Wednesday, December 27, 2006

Paranoia the RPG

This is one of my most important RPG because of it combining dark humour with quite nice mechanics and making player conflict a pleasurable part of the game, rather than a serious problem. I like the setting in Alpha Complex, which is a huge underground bunker ruled by an insane computer and populated by the remains of humanity. In Alpha complex everyone is a mutant, which is illegal and a member of a secret society, also illegal. Characters are troubleshooters recruited by the computer to perform missions including seeking out members of secret societies or mutants and eliminating them. Troubleshooters missions can involve exciting chances to try new R&D equipment with its famous reliability or helping their friend the computer in many other ways.

The rules are simple and fairly easy to understand, though as a GM there was always the nice touch that any player knowing too much on the rules was obviously a traitor and therefore their current clone could be terminated preferably in an amusing way (amusing to the GM that is). The characters have a skill system which is used against a D20 roll with the aim being to roll below the skill level, this gives a clean easily understood definition of success though of course the GM should make sure as many potentially random modifiers as possible are applied so that players are not always sure what will be successful. There are no classes or levels in the game though within society clones have a security clearance between the Infrared drones at the bottom through to the powerful Ultraviolet High Programmers at the top. In a secret society a character can have a rank with this influencing what benefits they can get from their membership.

There is possibly more scope for different types of games with Paranoia than with many supposedly straight RPG as it can be played in the classic manner with a darkly humorous approach, as an outright straight RPG of a grim future or with the comedy element increased. Personally I've always favoured the classic manner as I like the combination of humour with the darker subject matter.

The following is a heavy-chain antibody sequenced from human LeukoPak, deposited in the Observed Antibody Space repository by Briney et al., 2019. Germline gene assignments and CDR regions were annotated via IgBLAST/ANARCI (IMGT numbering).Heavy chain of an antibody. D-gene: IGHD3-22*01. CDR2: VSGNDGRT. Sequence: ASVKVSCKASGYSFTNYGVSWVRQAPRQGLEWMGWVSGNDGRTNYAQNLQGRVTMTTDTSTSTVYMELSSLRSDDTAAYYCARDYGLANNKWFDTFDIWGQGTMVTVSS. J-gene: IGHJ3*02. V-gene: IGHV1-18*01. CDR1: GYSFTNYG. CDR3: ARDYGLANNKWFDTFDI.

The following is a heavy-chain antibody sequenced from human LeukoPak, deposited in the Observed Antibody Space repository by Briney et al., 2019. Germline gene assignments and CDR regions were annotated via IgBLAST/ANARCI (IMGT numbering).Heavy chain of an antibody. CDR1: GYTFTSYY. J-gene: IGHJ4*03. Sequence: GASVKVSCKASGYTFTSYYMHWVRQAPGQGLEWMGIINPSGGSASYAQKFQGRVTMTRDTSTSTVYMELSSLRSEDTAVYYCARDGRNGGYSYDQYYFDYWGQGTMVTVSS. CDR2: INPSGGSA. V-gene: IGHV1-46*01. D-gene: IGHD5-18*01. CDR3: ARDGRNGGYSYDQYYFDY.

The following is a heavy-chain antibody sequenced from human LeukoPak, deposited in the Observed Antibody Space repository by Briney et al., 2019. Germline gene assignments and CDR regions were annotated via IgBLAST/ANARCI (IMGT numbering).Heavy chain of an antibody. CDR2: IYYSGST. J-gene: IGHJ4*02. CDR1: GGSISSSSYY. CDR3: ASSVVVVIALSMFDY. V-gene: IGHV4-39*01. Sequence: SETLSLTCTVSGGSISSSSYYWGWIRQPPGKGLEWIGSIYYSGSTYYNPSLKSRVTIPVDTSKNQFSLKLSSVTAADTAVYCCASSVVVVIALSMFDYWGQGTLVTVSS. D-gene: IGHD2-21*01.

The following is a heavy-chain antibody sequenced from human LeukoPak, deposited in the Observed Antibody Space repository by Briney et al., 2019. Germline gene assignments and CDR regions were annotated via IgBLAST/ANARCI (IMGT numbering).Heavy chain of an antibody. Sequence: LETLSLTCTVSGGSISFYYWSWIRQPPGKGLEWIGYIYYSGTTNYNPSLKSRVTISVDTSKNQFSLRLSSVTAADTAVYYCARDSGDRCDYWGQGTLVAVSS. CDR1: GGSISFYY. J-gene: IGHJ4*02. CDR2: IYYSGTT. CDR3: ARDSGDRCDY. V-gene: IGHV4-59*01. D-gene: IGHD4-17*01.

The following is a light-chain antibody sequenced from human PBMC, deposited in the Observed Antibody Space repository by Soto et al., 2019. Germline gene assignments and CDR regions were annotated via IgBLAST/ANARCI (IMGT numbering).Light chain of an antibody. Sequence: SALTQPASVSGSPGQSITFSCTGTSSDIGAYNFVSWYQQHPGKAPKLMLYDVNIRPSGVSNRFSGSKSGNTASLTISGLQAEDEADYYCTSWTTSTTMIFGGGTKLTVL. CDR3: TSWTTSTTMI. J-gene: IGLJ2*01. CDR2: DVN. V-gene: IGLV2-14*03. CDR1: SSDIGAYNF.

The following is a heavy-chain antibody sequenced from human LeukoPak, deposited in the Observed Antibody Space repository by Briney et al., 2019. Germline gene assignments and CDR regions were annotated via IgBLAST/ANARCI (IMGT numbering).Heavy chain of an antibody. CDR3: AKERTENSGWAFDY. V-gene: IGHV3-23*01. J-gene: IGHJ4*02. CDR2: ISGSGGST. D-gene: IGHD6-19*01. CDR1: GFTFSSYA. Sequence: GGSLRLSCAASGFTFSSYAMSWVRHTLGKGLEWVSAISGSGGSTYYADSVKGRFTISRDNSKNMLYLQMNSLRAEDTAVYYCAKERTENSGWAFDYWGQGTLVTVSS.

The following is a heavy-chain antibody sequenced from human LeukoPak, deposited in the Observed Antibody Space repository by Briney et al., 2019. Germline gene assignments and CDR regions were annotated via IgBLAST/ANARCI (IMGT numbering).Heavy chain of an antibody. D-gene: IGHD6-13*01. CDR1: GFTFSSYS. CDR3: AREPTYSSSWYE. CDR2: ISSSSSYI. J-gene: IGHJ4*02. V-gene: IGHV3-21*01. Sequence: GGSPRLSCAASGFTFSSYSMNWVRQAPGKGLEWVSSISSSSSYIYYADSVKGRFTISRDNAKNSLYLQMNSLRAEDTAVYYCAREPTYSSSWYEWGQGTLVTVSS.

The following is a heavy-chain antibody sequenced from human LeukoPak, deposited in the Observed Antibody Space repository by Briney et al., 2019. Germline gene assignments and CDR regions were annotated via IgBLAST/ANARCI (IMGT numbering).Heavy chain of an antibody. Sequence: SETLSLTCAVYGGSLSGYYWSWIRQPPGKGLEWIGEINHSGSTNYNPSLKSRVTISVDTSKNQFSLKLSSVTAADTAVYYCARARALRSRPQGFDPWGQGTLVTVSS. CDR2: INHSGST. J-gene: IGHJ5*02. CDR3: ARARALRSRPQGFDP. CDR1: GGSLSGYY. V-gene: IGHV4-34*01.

Paranoia is an unusual RPG in that player cooperation is deliberately made limited with all characters having good reasons to turn in the others as traitors and make themselves more popular with the computer. It is also nice in that it makes rules lawyering pretty much impossible, as arguing with the GM about the rules is one of the quickest ways to get a character terminated (at least till you run out of clones). Long term character development is again a small part of the game as it is rare that a player will not run out of clones before any character has completed a few missions with pregenerated characters often being a better way to play the game.

I have the hardback Games Workshop reprint of the rules which incorporated several small adventures and a number of others I bought at the time and recently on e-bay. Paranoia was one of the few RPG that kept my interest in the twilight years of my gaming between the late '80s and the start of the new century precisely because of the simplicity of the rules and the break with the standard tropes of RPG.

In short: Paranoia is fun, trust the computer, the computer is your friend. Other games are not fun and playing them is treason.

I was glad to see this revived by Mongoose with a new edition written by Allen Varney in 2004. To date I've not picked up the new Paranoia, but it has been well reviewed at

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